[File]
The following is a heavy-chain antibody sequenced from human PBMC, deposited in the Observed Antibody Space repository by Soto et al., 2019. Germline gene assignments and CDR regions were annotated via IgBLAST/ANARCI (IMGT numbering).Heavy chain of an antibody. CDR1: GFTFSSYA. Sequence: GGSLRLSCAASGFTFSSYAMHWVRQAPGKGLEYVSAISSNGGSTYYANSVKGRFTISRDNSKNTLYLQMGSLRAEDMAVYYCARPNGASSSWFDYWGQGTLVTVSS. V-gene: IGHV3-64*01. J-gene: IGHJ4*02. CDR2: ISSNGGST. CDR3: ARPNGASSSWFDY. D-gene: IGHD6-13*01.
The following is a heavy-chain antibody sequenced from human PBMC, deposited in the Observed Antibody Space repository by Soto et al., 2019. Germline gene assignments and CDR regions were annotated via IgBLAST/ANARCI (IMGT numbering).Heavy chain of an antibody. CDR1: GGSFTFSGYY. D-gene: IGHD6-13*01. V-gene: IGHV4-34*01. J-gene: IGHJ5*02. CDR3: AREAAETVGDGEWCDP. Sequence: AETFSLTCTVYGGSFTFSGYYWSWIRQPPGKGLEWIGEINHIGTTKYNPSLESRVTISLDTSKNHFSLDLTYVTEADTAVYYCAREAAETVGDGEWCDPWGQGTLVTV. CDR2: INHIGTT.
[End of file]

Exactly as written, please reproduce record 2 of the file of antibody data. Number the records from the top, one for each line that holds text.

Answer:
The following is a heavy-chain antibody sequenced from human PBMC, deposited in the Observed Antibody Space repository by Soto et al., 2019. Germline gene assignments and CDR regions were annotated via IgBLAST/ANARCI (IMGT numbering).Heavy chain of an antibody. CDR1: GGSFTFSGYY. D-gene: IGHD6-13*01. V-gene: IGHV4-34*01. J-gene: IGHJ5*02. CDR3: AREAAETVGDGEWCDP. Sequence: AETFSLTCTVYGGSFTFSGYYWSWIRQPPGKGLEWIGEINHIGTTKYNPSLESRVTISLDTSKNHFSLDLTYVTEADTAVYYCAREAAETVGDGEWCDPWGQGTLVTV. CDR2: INHIGTT.